Addison, Texas-based medical injection molder All-Plastics received a COVID-19 initiative training grant through the State of Texas and Alamo Colleges to assist in training improvements for new and existing workers.
The Skills Development Fund COVID-19 Special Initiative began in response to the demand increase for disposable medical components amid the pandemic, an Aug. 18 news release by All-Plastics said.
The company primarily manufactures medical products for infection prevention, vascular, respiratory, diagnostics, orthopedic and wound management companies. All-Plastics saw its largest demand increase this year in its infection prevention products, Jennifer Latiolais, development director, told Plastics News.
The new skills development grant is "not typical," as traditional state funds for skills development have been "basically paused" due to the crisis, Latiolais said.
"They were looking for manufacturing companies that were still hiring and needed help with getting all of the new employees up to speed with these specific processes," she said. "We have been adding on positions and hiring through the pandemic. There's been a lot of good people looking for work. … We're seeing people that have never been in manufacturing before."
The grant helped to upgrade and extend some of All-Plastics' training programs, Latiolais said, with new safety, supervision, first aid, CPR and other manufacturing trainings.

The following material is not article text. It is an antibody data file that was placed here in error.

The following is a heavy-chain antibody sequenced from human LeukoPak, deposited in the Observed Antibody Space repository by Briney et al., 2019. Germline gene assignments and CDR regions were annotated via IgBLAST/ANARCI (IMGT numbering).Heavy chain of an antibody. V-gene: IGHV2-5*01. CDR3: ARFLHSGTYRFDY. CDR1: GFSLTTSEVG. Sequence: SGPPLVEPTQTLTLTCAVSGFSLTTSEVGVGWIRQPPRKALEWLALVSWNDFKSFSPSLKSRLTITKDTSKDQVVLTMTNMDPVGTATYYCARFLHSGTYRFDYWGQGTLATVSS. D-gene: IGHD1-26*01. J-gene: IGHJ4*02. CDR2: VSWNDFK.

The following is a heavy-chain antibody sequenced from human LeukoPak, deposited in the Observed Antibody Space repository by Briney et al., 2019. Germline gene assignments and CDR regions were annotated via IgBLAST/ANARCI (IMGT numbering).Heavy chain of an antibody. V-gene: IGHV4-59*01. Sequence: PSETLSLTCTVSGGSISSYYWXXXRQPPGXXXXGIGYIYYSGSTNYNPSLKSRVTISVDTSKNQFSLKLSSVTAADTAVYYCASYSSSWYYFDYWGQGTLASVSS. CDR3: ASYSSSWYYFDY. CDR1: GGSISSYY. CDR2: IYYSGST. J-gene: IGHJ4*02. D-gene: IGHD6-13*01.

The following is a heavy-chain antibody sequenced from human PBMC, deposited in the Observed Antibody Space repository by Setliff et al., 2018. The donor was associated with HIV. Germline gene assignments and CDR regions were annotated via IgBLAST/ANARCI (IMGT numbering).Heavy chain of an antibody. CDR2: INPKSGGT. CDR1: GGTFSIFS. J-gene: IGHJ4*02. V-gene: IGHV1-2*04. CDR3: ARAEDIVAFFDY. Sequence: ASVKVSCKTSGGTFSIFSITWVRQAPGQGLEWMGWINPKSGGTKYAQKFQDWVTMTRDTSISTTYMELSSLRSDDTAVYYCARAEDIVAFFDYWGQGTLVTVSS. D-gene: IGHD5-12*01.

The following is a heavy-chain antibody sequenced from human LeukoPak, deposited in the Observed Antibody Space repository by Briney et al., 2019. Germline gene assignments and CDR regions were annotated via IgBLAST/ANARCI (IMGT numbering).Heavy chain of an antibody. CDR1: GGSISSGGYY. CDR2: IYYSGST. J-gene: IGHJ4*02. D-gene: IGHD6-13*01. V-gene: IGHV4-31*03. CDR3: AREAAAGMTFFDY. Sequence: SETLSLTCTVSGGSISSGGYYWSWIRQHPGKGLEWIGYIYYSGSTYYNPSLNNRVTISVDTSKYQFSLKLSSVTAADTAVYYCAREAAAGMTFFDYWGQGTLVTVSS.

All-Plastic uses a tiered training program, a structure the company has used "for a long time," she said. It gives new production personnel a kick-start in manufacturing.
New workers who start at the firm's most entry level positions are fast-tracked into the business with three tiers, or levels, of training, she said. Employees receive a pay raise after they complete each training.
Latiolas said she thinks manufacturing is getting "another look" from younger workers contemplating their career paths.
"Certain types of companies have continued to keep people employed, provide benefits and programs to employees," she said. "I think that's going to attract the younger talent now more than ever because they're seeing that."
"We are seeing an influx of applicants from all walks of life," Latiolais said in the release. "People are getting engaged in manufacturing and see job sustainability for the future. Not everyone gets to go to work everyday and make something that will save someone's life, we do. Its fun, interesting and challenging work."